Several hundred people gathered Saturday in Downtown Howell for the third annual Pride Parade and rally, sponsored by the Livingston Diversity Council and Pride Alliance of Livingston.
The all ages event brought out individuals and families in a display of support and allyship for the LGBTQ+ community. In addition to games, crafts and musical performances, there were also resource and information booths present from a multitude of groups including the Livingston Family Center, Queer Families Livingston, Free Mom Hugs and Salvation Army.
Addressing the crowd prior to the march through downtown was Livingston Diversity Council Executive Director Nicole Matthews-Creech who briefly discussed a pending resolution to be voted on Monday by the Livingston County Board of Commissioners that would prohibit agencies like the Human Services Collaborative Body from promoting events such as the Pride March.
“The Livingston County Board of Commissioners provides oversight for this group, and they’ve decided that Pride is not within the scope of the mission of human services,” she said. “So they’d like that to be out of the scope and therefore not allowed to be promoted. If you feel that this is an injustice, if you feel that this is discrimination, if you feel that this is not okay, you have the opportunity for your voice to be heard.”
She then encouraged people to either attend Monday’s meeting or contact the commissioners and let their feelings be known.
Howell Mayor Bob Ellis also spoke and talked about his years-long engagement on LGBTQ+ issues, starting from his time in the U.S. Air Force.
“When I was in the military, I worked alongside many colleagues who were forced to hide who they were and stay in the closet due to the ‘Don’t Ask, Don’t Tell’ policy at that time,” he said. “Once I retired in the end of 2007, I decided to get involved in overturning this policy and try to allow all the service members to serve openly. I joined the Human Rights Campaign and I answered the call for retired senior officers to go to Washington and lobby Congress and the White House to get that policy overturned. And I’m proud today to wear an HRC t-shirt that commemorates that lobbying effort.”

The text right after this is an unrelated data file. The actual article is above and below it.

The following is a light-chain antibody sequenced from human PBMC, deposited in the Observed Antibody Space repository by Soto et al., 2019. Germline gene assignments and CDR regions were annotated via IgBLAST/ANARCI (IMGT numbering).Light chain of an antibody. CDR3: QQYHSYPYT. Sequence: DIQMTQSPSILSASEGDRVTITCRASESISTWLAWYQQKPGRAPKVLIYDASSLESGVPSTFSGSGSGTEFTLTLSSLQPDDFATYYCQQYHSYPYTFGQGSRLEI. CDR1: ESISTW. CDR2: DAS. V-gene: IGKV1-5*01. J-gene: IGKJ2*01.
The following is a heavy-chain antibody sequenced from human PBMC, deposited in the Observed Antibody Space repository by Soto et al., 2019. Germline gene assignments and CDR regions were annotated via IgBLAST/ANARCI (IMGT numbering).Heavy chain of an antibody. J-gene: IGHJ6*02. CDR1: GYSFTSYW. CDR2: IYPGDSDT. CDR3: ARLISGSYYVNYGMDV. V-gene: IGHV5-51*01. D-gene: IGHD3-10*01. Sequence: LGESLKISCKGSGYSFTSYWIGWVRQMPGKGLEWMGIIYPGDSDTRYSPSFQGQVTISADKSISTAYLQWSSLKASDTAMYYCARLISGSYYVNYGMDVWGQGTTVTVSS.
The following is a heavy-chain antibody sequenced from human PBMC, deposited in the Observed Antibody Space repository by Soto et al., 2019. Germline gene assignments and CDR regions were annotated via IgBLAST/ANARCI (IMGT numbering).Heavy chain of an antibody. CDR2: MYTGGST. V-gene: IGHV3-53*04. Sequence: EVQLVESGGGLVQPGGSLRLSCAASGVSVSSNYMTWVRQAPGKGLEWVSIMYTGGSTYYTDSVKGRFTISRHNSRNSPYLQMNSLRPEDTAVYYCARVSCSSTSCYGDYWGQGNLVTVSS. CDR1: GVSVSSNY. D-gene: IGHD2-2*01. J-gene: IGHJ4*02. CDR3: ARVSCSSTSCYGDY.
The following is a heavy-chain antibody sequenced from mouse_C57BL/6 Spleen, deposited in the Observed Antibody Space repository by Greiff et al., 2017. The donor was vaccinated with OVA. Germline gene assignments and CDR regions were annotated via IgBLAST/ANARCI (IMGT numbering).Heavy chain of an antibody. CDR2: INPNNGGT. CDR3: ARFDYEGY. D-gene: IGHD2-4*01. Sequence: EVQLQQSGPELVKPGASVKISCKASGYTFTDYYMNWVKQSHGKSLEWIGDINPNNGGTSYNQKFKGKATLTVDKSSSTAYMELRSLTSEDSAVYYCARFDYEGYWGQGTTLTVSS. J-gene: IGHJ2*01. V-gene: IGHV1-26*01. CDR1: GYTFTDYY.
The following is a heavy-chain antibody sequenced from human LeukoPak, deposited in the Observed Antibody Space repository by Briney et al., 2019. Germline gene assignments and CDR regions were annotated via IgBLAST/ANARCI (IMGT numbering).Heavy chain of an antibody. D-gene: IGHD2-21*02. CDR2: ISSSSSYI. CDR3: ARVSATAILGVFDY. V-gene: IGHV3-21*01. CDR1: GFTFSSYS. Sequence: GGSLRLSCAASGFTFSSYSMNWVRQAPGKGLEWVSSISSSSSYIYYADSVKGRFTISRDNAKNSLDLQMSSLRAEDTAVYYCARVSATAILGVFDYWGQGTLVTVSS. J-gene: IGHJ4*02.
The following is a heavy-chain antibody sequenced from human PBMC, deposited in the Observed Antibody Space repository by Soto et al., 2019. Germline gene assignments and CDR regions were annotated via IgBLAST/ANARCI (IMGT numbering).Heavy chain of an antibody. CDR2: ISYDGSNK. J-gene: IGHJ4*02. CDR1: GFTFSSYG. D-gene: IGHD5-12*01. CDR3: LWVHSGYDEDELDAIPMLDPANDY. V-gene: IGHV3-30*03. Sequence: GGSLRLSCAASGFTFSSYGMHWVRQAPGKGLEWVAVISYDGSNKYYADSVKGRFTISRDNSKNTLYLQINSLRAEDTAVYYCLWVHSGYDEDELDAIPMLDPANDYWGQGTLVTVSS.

Also present was state Rep. Jennifer Conlin (D-Ann Arbor Twp.), who told GIGO News her reason for attending went beyond her role as an elected official.
“I am a huge ally of the LGBTQ community,” she said. “I have a daughter who identifies as queer and who’s marrying her partner next summer. And so I have been a long advocate of the LGBTQ community. They were huge supporters of mine going into this race.”
Conlin won the newly drawn 48th House District last November, becoming the first Democrat to represent a portion of Livingston County in 30 years. She said she was proud that the new Democratic majority had acted so boldly on human rights issues.
“One of the best moments I’ve had so far was when we added the LGBTQ community to the Elliott-Larsen Civil Rights Act,” said Conlin. “I actually got to sit next to Dana Nessel on the floor, our Attorney General, when we all did that vote, which was fantastic. And so, yes, I’m just a huge supporter.”
Following the presentations, the crowd lined up and peacefully marched through Downtown Howell as multiple passing cars honked their horns in support. The march then concluded back on the courthouse lawn where participants continued to enjoy music and fellowship until late in the afternoon.